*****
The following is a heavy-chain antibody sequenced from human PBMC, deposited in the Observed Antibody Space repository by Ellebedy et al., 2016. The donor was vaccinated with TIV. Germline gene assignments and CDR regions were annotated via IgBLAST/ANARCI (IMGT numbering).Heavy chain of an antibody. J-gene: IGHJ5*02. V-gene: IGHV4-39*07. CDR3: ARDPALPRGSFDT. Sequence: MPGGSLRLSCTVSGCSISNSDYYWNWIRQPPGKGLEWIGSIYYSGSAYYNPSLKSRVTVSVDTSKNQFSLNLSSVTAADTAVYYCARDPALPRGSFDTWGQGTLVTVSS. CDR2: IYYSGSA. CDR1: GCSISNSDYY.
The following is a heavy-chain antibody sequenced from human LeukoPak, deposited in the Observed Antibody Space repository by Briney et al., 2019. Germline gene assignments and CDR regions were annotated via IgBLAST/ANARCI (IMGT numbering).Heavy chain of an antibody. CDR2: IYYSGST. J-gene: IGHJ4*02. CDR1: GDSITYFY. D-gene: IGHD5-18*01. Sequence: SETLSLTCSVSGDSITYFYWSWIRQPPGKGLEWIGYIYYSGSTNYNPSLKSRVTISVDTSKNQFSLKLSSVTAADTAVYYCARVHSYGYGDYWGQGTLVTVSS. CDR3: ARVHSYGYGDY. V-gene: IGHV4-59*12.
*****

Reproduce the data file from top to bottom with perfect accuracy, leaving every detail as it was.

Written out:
The following is a heavy-chain antibody sequenced from human PBMC, deposited in the Observed Antibody Space repository by Ellebedy et al., 2016. The donor was vaccinated with TIV. Germline gene assignments and CDR regions were annotated via IgBLAST/ANARCI (IMGT numbering).Heavy chain of an antibody. J-gene: IGHJ5*02. V-gene: IGHV4-39*07. CDR3: ARDPALPRGSFDT. Sequence: MPGGSLRLSCTVSGCSISNSDYYWNWIRQPPGKGLEWIGSIYYSGSAYYNPSLKSRVTVSVDTSKNQFSLNLSSVTAADTAVYYCARDPALPRGSFDTWGQGTLVTVSS. CDR2: IYYSGSA. CDR1: GCSISNSDYY.
The following is a heavy-chain antibody sequenced from human LeukoPak, deposited in the Observed Antibody Space repository by Briney et al., 2019. Germline gene assignments and CDR regions were annotated via IgBLAST/ANARCI (IMGT numbering).Heavy chain of an antibody. CDR2: IYYSGST. J-gene: IGHJ4*02. CDR1: GDSITYFY. D-gene: IGHD5-18*01. Sequence: SETLSLTCSVSGDSITYFYWSWIRQPPGKGLEWIGYIYYSGSTNYNPSLKSRVTISVDTSKNQFSLKLSSVTAADTAVYYCARVHSYGYGDYWGQGTLVTVSS. CDR3: ARVHSYGYGDY. V-gene: IGHV4-59*12.